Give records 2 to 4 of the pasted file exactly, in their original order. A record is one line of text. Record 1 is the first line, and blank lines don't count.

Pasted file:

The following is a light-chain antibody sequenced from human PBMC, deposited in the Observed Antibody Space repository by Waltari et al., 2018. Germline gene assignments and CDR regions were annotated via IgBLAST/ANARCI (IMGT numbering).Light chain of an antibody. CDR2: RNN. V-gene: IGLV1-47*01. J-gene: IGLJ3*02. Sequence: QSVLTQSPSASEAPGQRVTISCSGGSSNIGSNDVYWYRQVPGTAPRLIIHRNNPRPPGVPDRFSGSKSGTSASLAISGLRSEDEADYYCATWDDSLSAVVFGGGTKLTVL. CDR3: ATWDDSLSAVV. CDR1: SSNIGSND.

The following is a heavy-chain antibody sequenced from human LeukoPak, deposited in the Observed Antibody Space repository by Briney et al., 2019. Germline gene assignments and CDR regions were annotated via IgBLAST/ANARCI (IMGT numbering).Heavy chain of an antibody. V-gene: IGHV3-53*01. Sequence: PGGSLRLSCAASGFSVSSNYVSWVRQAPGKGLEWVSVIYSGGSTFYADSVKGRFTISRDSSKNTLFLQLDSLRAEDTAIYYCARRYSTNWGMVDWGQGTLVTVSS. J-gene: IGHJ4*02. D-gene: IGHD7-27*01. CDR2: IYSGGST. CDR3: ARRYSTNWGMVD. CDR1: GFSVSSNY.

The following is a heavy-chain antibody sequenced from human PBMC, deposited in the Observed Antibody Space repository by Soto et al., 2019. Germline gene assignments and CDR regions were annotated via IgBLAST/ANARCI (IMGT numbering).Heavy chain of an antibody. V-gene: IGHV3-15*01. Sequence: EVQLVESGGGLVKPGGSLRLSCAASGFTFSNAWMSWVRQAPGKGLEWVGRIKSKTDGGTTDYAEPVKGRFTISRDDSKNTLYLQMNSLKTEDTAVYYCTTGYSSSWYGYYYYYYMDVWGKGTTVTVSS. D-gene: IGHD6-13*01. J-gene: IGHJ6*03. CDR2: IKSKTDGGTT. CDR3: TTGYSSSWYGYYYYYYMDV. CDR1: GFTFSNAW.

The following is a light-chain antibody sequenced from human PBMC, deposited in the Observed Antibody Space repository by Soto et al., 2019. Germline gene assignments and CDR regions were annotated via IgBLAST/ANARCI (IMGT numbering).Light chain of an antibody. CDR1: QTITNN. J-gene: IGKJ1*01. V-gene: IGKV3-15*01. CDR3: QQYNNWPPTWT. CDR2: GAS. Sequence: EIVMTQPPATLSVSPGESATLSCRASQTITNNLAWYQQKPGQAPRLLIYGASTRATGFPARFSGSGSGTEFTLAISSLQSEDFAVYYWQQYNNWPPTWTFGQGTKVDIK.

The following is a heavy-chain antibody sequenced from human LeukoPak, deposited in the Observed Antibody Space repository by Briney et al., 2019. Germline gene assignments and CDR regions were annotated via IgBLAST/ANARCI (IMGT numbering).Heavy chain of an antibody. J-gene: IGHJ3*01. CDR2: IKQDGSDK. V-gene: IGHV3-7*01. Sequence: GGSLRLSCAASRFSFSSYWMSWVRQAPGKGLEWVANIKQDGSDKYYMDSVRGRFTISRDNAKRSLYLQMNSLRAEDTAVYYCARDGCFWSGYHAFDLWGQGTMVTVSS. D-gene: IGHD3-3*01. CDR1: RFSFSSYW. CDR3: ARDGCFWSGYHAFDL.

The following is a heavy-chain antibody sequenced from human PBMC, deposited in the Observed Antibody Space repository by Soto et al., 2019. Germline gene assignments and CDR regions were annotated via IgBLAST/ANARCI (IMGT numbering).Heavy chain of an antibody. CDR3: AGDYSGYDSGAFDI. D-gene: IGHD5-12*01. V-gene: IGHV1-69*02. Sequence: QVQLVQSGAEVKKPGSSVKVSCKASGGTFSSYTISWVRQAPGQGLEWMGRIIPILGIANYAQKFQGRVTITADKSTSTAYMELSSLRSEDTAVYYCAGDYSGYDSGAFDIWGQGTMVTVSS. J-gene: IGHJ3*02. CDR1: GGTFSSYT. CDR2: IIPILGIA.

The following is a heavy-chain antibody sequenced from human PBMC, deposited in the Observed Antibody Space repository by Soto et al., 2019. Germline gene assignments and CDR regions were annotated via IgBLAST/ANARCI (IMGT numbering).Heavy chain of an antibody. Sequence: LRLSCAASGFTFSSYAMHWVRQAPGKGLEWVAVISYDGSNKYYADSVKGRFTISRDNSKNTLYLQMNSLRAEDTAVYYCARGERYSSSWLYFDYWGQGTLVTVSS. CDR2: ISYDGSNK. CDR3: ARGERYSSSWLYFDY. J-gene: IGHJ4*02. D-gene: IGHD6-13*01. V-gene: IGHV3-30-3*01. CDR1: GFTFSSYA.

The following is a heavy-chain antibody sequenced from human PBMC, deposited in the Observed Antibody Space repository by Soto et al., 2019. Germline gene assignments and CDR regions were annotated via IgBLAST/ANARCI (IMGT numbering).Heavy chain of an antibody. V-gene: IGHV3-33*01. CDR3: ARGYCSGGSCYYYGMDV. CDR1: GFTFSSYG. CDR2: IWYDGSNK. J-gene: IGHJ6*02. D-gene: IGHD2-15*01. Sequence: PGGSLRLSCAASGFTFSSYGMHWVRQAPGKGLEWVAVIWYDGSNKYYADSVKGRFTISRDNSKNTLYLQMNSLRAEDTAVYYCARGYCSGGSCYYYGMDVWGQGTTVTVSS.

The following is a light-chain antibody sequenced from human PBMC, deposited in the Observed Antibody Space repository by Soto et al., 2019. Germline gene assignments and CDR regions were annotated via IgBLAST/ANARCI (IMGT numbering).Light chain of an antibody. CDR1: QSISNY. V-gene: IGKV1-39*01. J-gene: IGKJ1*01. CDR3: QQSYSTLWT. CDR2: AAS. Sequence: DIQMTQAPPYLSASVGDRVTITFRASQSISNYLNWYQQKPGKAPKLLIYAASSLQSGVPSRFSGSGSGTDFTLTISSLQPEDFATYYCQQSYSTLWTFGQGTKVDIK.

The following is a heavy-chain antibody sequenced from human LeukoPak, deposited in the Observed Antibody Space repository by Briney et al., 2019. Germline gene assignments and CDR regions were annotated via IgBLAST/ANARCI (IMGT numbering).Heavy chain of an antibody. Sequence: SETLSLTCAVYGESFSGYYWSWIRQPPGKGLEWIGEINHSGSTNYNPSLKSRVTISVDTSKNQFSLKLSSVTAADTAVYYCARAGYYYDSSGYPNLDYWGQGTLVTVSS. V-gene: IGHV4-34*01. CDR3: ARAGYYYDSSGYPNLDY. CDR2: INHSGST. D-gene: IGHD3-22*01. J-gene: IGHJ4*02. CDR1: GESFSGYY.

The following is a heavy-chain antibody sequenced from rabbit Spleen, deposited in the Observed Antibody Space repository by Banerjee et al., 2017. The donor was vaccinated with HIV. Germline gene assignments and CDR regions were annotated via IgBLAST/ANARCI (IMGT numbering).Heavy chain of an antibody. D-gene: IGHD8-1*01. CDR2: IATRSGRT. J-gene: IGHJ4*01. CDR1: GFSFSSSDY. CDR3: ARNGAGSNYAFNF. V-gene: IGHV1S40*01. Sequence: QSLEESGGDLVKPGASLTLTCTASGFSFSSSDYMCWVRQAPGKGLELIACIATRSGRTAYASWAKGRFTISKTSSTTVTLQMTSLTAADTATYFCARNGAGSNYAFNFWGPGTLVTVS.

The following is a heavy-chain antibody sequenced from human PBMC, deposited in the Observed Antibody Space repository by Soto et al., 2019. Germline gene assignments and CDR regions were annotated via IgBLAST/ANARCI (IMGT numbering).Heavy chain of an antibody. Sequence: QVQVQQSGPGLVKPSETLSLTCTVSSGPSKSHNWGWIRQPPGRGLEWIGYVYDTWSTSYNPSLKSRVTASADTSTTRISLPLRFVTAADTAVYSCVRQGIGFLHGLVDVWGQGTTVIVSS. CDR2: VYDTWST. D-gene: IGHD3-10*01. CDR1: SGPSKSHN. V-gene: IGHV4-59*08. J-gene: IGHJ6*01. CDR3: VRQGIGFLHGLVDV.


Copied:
The following is a heavy-chain antibody sequenced from human LeukoPak, deposited in the Observed Antibody Space repository by Briney et al., 2019. Germline gene assignments and CDR regions were annotated via IgBLAST/ANARCI (IMGT numbering).Heavy chain of an antibody. V-gene: IGHV3-53*01. Sequence: PGGSLRLSCAASGFSVSSNYVSWVRQAPGKGLEWVSVIYSGGSTFYADSVKGRFTISRDSSKNTLFLQLDSLRAEDTAIYYCARRYSTNWGMVDWGQGTLVTVSS. J-gene: IGHJ4*02. D-gene: IGHD7-27*01. CDR2: IYSGGST. CDR3: ARRYSTNWGMVD. CDR1: GFSVSSNY.

The following is a heavy-chain antibody sequenced from human PBMC, deposited in the Observed Antibody Space repository by Soto et al., 2019. Germline gene assignments and CDR regions were annotated via IgBLAST/ANARCI (IMGT numbering).Heavy chain of an antibody. V-gene: IGHV3-15*01. Sequence: EVQLVESGGGLVKPGGSLRLSCAASGFTFSNAWMSWVRQAPGKGLEWVGRIKSKTDGGTTDYAEPVKGRFTISRDDSKNTLYLQMNSLKTEDTAVYYCTTGYSSSWYGYYYYYYMDVWGKGTTVTVSS. D-gene: IGHD6-13*01. J-gene: IGHJ6*03. CDR2: IKSKTDGGTT. CDR3: TTGYSSSWYGYYYYYYMDV. CDR1: GFTFSNAW.

The following is a light-chain antibody sequenced from human PBMC, deposited in the Observed Antibody Space repository by Soto et al., 2019. Germline gene assignments and CDR regions were annotated via IgBLAST/ANARCI (IMGT numbering).Light chain of an antibody. CDR1: QTITNN. J-gene: IGKJ1*01. V-gene: IGKV3-15*01. CDR3: QQYNNWPPTWT. CDR2: GAS. Sequence: EIVMTQPPATLSVSPGESATLSCRASQTITNNLAWYQQKPGQAPRLLIYGASTRATGFPARFSGSGSGTEFTLAISSLQSEDFAVYYWQQYNNWPPTWTFGQGTKVDIK.